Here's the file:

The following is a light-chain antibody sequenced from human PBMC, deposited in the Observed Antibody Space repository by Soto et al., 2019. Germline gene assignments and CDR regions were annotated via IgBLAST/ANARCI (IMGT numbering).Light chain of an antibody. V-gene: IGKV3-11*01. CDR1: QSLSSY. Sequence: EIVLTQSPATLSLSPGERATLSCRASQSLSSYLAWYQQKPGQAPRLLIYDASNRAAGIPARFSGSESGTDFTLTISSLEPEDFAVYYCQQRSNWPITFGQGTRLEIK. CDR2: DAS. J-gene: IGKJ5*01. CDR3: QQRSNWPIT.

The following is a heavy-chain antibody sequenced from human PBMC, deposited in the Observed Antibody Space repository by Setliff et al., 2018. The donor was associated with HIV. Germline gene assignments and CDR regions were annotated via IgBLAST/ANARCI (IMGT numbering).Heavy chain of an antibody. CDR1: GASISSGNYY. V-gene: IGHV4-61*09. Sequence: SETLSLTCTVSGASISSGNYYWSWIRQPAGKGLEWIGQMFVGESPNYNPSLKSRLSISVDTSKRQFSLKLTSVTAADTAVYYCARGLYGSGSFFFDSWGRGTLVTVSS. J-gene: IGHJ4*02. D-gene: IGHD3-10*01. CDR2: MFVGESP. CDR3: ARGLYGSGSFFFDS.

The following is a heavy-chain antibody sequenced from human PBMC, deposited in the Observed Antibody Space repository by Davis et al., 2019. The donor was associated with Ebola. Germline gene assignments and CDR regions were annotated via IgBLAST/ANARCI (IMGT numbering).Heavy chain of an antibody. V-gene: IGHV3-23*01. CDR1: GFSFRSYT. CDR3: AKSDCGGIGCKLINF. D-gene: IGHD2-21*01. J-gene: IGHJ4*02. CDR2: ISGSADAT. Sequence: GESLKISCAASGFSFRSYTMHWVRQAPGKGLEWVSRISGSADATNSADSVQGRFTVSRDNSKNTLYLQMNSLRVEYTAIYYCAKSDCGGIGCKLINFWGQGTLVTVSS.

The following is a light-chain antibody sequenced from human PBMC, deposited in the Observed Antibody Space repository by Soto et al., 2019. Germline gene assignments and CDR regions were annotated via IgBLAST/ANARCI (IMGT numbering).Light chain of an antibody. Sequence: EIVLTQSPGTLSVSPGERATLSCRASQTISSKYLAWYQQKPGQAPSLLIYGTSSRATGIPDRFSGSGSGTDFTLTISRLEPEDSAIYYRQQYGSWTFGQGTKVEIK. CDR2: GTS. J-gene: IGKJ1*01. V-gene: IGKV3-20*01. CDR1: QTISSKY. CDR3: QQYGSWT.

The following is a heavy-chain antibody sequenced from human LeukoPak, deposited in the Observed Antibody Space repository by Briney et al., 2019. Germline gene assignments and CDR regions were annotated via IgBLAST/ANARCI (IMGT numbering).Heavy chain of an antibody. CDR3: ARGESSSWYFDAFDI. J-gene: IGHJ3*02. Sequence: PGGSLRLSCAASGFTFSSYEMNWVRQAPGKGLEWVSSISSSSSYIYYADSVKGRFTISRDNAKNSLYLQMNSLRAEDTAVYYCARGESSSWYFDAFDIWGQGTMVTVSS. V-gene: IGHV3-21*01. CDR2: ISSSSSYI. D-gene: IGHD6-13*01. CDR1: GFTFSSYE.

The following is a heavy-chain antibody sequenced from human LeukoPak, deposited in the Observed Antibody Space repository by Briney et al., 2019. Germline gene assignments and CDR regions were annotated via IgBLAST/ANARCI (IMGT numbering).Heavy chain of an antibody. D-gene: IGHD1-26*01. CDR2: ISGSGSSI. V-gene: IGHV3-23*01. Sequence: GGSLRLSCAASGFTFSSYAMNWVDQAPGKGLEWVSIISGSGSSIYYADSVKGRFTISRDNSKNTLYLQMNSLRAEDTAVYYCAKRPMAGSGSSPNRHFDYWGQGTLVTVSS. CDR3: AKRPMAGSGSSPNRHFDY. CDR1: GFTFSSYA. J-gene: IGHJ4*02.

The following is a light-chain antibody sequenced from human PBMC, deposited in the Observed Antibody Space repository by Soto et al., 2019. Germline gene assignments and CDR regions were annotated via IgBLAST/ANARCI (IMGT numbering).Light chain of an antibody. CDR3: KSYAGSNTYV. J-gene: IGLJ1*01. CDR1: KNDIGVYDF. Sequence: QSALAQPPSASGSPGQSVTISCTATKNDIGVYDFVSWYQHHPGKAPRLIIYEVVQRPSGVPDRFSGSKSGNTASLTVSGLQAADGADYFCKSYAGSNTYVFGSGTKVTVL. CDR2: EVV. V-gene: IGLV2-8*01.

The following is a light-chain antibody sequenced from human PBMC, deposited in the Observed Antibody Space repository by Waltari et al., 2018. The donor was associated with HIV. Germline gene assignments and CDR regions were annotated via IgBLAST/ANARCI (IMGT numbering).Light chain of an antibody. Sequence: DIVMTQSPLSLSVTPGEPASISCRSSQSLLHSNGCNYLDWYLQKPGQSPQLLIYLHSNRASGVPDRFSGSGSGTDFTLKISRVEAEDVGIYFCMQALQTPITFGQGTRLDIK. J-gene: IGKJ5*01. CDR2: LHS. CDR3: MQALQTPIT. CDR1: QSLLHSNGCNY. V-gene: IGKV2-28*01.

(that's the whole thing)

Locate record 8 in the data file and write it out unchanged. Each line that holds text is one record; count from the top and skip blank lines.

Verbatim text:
The following is a light-chain antibody sequenced from human PBMC, deposited in the Observed Antibody Space repository by Waltari et al., 2018. The donor was associated with HIV. Germline gene assignments and CDR regions were annotated via IgBLAST/ANARCI (IMGT numbering).Light chain of an antibody. Sequence: DIVMTQSPLSLSVTPGEPASISCRSSQSLLHSNGCNYLDWYLQKPGQSPQLLIYLHSNRASGVPDRFSGSGSGTDFTLKISRVEAEDVGIYFCMQALQTPITFGQGTRLDIK. J-gene: IGKJ5*01. CDR2: LHS. CDR3: MQALQTPIT. CDR1: QSLLHSNGCNY. V-gene: IGKV2-28*01.